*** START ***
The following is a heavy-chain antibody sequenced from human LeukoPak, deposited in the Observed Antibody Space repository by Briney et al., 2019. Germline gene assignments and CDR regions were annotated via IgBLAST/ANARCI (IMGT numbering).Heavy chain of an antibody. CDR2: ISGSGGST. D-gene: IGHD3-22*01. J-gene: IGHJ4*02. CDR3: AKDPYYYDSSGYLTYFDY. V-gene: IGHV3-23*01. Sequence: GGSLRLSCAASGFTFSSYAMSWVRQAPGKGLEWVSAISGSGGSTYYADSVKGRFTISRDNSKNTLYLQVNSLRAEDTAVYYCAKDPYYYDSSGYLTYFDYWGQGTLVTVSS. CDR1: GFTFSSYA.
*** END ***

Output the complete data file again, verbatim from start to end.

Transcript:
The following is a heavy-chain antibody sequenced from human LeukoPak, deposited in the Observed Antibody Space repository by Briney et al., 2019. Germline gene assignments and CDR regions were annotated via IgBLAST/ANARCI (IMGT numbering).Heavy chain of an antibody. CDR2: ISGSGGST. D-gene: IGHD3-22*01. J-gene: IGHJ4*02. CDR3: AKDPYYYDSSGYLTYFDY. V-gene: IGHV3-23*01. Sequence: GGSLRLSCAASGFTFSSYAMSWVRQAPGKGLEWVSAISGSGGSTYYADSVKGRFTISRDNSKNTLYLQVNSLRAEDTAVYYCAKDPYYYDSSGYLTYFDYWGQGTLVTVSS. CDR1: GFTFSSYA.